A college campus offers hundreds of ways to get involved and engaged. Most importantly, you should be involved in activities that are fun and exciting for you. Here are just some of the opportunities your campus offers:
Clubs and Organizations
Student clubs deal with a variety of topics including academic, social, political, religious, athletic, cultural and community service. Examples of these clubs may be a history club, euchre club, bible study, community service club or the club football team.
Some student organizations are very large and influence the entire campus or a specific student population. Fraternities and sororities, student government, campus programming boards, residence hall councils and honors organizations are good examples of larger student organizations.
Sports offer the opportunity to stay physically active while making new friends and pushing yourself. Your campus probably offers informal sports and may also have division sports associated with the National Collegiate Athletics Association (NCAA) or the National Association of Intercollegiate Athletics (NAIA). Typically, these athletes are recruited by the coaches, but teams will also hold open try-outs for students to walk-on. These teams require a large time commitment, but may be able to provide financial scholarships in return.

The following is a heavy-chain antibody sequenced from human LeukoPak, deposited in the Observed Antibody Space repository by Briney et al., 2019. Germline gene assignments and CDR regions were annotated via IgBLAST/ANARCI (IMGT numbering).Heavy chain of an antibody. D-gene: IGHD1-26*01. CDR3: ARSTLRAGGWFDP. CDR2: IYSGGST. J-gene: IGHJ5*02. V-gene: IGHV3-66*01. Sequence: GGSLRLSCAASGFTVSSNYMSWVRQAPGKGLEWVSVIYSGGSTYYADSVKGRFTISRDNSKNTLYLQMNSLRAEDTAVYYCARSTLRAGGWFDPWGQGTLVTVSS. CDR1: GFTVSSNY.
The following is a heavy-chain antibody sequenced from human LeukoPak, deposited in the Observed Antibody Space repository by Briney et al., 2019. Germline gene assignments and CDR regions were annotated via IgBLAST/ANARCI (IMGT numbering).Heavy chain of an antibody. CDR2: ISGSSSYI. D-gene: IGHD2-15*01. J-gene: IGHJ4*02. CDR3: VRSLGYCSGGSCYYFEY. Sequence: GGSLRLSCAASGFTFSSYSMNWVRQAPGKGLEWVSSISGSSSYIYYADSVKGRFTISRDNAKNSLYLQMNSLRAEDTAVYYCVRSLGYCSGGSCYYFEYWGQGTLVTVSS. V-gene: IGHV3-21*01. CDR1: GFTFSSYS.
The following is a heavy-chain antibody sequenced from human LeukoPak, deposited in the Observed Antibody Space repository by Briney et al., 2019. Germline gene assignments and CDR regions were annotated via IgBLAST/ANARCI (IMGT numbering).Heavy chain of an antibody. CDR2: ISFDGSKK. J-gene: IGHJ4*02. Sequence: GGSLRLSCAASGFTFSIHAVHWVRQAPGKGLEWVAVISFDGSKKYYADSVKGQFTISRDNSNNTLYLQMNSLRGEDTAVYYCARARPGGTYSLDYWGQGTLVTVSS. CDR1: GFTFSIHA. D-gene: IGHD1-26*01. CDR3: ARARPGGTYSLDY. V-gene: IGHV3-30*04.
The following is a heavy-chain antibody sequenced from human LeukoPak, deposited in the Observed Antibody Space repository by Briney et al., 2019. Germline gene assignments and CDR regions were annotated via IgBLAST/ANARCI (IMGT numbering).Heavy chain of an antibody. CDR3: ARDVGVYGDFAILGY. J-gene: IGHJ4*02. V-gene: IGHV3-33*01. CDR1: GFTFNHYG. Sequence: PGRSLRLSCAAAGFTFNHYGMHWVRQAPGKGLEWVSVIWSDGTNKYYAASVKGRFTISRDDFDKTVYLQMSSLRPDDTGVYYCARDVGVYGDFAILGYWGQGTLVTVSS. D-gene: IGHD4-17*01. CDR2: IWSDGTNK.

The campus is not the only place where you can find ways to get involved and engaged. The surrounding community will likely have plenty of ways to get involved through community service, volunteer work and jobs or internships. Volunteering with friends can make the experience more fun, and they may even chip in for gas money.
Working while in college, obtaining an internship or participating in work-study are additional ways to get involved on your campus. You can gain academic credit, put money towards your tuition or living costs and get real world experience.
Some students decide to enlist in the Army, Navy, Air Force or the National Guard during college. The military offers incredible financial incentives for college, and provides a stable environment where you can expect to develop leadership skills that are directly transferable to the job market. See if your campus offers Reserve Officers Training Corps (ROTC) .
Start Your Own
While there are numerous activities to choose from, there is always the opportunity to start your own club or organization to meet an unmet need. At many colleges, you will need to formally register your organization in order to gain perks such as funding or being able to reserve a classroom for meetings. You may also need a faculty advisor.